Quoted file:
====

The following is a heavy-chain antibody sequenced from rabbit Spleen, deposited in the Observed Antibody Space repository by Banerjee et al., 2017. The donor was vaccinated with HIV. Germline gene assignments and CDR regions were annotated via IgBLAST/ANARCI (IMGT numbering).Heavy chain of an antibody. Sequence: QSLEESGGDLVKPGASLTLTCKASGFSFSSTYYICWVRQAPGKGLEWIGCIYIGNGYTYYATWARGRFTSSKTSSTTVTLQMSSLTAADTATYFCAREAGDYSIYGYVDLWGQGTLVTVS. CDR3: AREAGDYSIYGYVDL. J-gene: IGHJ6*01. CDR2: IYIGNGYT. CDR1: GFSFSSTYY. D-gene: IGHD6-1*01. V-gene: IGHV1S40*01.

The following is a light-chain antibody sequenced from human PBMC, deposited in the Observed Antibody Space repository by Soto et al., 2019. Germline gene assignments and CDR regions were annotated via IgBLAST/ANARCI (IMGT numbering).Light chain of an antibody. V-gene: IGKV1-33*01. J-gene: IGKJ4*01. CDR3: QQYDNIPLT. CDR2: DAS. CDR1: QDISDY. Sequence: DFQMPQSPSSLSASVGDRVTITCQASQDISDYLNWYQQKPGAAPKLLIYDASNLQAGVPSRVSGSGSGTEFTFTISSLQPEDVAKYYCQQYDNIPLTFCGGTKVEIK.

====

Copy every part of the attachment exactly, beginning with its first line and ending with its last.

The following is a heavy-chain antibody sequenced from rabbit Spleen, deposited in the Observed Antibody Space repository by Banerjee et al., 2017. The donor was vaccinated with HIV. Germline gene assignments and CDR regions were annotated via IgBLAST/ANARCI (IMGT numbering).Heavy chain of an antibody. Sequence: QSLEESGGDLVKPGASLTLTCKASGFSFSSTYYICWVRQAPGKGLEWIGCIYIGNGYTYYATWARGRFTSSKTSSTTVTLQMSSLTAADTATYFCAREAGDYSIYGYVDLWGQGTLVTVS. CDR3: AREAGDYSIYGYVDL. J-gene: IGHJ6*01. CDR2: IYIGNGYT. CDR1: GFSFSSTYY. D-gene: IGHD6-1*01. V-gene: IGHV1S40*01.

The following is a light-chain antibody sequenced from human PBMC, deposited in the Observed Antibody Space repository by Soto et al., 2019. Germline gene assignments and CDR regions were annotated via IgBLAST/ANARCI (IMGT numbering).Light chain of an antibody. V-gene: IGKV1-33*01. J-gene: IGKJ4*01. CDR3: QQYDNIPLT. CDR2: DAS. CDR1: QDISDY. Sequence: DFQMPQSPSSLSASVGDRVTITCQASQDISDYLNWYQQKPGAAPKLLIYDASNLQAGVPSRVSGSGSGTEFTFTISSLQPEDVAKYYCQQYDNIPLTFCGGTKVEIK.